You are only five yards from each target, so you have to be accurate because you aren’t getting much spread. You have 30 seconds to shoot the entire drill, and at first, that seems like a lot. Shoot it once and get back to me. The good news is you begin to get faster pretty quickly.

With everything set up, let’s get ready to shoot.

A Winning Hand

The drill sounds simple but becomes complicated as you shoot. It. You start by firing one round into target one, then two rounds into target two, three rounds into target three, and four rounds into target four.

Good accuracy matters, and the old wive’s tale, or ol’ fudd tale, that you don’t have to aim a shotgun, quickly becomes a falsehood. At five yards, those pellets scatter too far and don’t cover up the sins of being a bad shooter.

Man aiming shotgun
Make sure you aim. Don’t think you can just point and shoot!

If you only have four rounds in the gun, you can zoom through targets one and two, but by the time you get to target three, you are reloading. Shotguns are often slow to reload, so it’s a skill worth building. The drill allows you to reload whenever you want. Hell, you can start at the beep and load four more rounds in your tube before you start shooting.

shotgun pattern at close rnage
This is not a huge spread at five yards so make sure you aim the gun!

You can run it dry at three and port load twice to finish that target. You have an empty gun for target four, so now you have to figure out how to reload once more. Maybe you top the gun off after target one, then target two. It’s entirely up to you and how you want to reload.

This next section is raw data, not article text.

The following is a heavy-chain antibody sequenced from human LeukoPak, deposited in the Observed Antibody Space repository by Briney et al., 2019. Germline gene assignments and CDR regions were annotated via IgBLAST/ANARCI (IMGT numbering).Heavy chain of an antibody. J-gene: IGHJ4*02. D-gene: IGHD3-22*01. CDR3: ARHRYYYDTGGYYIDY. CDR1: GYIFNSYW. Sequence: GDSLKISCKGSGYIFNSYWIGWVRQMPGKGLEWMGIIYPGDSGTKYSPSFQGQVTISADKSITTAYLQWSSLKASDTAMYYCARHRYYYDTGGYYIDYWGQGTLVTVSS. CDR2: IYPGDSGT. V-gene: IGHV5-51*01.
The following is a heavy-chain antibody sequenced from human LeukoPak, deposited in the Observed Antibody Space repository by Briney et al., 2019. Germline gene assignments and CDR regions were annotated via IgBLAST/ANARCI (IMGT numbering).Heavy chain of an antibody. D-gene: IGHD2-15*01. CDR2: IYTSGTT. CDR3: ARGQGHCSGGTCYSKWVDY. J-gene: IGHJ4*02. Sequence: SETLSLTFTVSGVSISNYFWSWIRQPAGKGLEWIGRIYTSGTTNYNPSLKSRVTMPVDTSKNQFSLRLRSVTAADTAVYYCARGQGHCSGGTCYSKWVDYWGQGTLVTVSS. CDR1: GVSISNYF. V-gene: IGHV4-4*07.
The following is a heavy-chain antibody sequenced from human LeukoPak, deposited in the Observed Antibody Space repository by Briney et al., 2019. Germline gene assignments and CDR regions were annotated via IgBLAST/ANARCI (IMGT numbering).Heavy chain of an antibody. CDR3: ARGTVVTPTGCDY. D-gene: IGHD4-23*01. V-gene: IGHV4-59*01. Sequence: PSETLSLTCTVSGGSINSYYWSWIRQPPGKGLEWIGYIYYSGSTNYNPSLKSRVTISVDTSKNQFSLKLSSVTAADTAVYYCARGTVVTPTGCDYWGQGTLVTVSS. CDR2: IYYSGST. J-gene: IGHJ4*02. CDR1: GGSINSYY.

reloading shotgun through the port
You can pick between port loading or tube reloads.

That’s why I love this drill so much. It’s adaptive and lets you experiment. Not only can you experiment, but you can do it against the clock and see what works with both speed and accuracy. The Shotgun Casino drill is quite the challenge, and while 30 is the passing par, I think 21 seconds is plenty doable, which ties it back to the standard Casino Drill.

Pump or Semi-Auto

I love my pump guns, I really do, but this drill will make you appreciate a semi-auto. I still like trying the drill with both, but the modern semi-auto action does quite well in action. Not only do you have a faster firing rate, but you also get less recoil.

reloading a shotgun
You’ll be reloading so much during this drill!

When you are trying to really narrow your time down, you will discover your weaknesses with a pump gun. Once speed and fast-paced shooting occur, you might be surprised when you run into a short stroke of your pump gun.

Also, lord, spare your thumbs. Luckily, the Mossberg 940 doesn’t take a DNA sample when you reload the gun.

I like this drill a ton. It’s fun, adaptive, and forces you to think. The shotgun is a thinking man’s weapon, so start thinking about it.

Travis Pike is a former Marine Machine Gunner and a lifelong firearms enthusiast. Now that his days of working a 240B like Charlie Parker on the sax are over he's a regular guy who likes to shoot, write, and find ways to combine the two. He holds an NRA certification as a Basic Pistol Instructor and is probably most likely the world's Okayest firearm instructor. He is a simplicisist when it comes to talking about himself in the 3rd person and a self-professed tactical hipster. Hit him up on Instagram, @travis.l.pike, with story ideas.